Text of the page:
Our View

Cheers and Jeers: Discount tickets lure students to the symphony

By From page A10 | February 21, 2014

We offer our cheers and jeers for local newsmakers as we look back over the previous week:

CHEERS to the Mondavi Center for drawing a large, enthusiastic audience — including more than 500 university students — to last week’s performance by the San Francisco Symphony. Mondavi packed in the youths by offering $10 seats for UCD students, similar to the deal that big orchestras like the Chicago Symphony offer students at certain performances.

The students responded in large numbers, and in the process the Mondavi Center carried out the educational portion of its mission. What happens when you add 500 college students to the “usual” orchestra audience? Among other things, you get a lot of backpacks deposited at the coat-check station in the lobby — about 125, which we’re told is a record.

JEERS to the lack of fans at UC Davis women’s basketball games. On Feb. 13, the Aggies played in front of 331 people, the smallest home crowd since 324 on Nov. 16, 2011. Across town on Feb. 7, the Davis High boys basketball team played in front of 1,272 vocal supporters on its Break the Record Night.

Back in UCD’s Division II heyday in the late 1990s, Hamilton Court was surrounded by a sea of Yale Blue and Gold, and both the Aggie men and women were cheered on by crowds in the thousands. The top attendance for a women’s game was against archrival Chico State — 4,675 fans in a 71-69 win on Jan. 23, 1999.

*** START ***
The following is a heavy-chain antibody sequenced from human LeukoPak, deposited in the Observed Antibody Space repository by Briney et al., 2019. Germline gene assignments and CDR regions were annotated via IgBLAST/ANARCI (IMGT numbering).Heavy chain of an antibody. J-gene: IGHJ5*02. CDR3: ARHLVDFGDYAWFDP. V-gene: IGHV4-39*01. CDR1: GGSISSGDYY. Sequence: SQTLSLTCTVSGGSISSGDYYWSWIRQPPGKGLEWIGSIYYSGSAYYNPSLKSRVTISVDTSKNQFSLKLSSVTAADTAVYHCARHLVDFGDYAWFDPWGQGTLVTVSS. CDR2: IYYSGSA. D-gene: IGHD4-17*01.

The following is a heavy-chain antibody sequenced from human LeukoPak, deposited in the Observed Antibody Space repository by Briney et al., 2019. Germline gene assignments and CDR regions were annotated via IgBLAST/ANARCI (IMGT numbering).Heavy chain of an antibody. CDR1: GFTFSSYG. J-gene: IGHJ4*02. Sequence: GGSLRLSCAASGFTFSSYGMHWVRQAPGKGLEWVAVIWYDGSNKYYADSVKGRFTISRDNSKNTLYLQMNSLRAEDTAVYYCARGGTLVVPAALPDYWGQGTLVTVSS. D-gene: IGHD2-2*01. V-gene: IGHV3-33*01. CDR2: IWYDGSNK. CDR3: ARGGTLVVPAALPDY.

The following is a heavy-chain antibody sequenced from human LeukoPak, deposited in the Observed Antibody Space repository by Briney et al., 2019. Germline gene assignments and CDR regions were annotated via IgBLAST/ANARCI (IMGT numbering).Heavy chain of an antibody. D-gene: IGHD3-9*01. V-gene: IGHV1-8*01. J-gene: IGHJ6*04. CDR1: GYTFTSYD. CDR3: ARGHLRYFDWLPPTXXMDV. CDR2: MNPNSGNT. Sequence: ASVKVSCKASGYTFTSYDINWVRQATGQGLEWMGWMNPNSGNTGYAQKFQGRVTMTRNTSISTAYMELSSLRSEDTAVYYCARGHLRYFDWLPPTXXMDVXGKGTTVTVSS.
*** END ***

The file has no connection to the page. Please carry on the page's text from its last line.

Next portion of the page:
The Aggie women have three remaining home games as they wrap up their Big West Conference schedule. All are important in their quest for the highest seed possible for the postseason.

So come on out and cheer them on at 2 p.m. Saturday against Hawaii; at 7 p.m. Thursday, March 6, against UC Riverside; and at 2 p.m. Saturday, March 8, against UC Irvine. Grab whatever blue and gold you have and head for The Pavilion!

CHEERS to longtime Davis resident Gavin Payne, a prominent education policy expert, who is directing U.S. programs, policy and advocacy for the Bill and Melinda Gates Foundation, leading a team responsible for developing public policy and investment strategies. The job includes periodic one-on-one meetings with Bill Gates, who plays an active role in the foundation.

Payne, a UC Davis grad, previously served for seven years in Sacramento as California’s chief deputy superintendent of public instruction under Superintendent Jack O’Connell, followed by three years running his own education policy consultancy firm, working with clients around the nation.

It must be cool to call the world’s richest man — and its second leading philanthropist — your boss.

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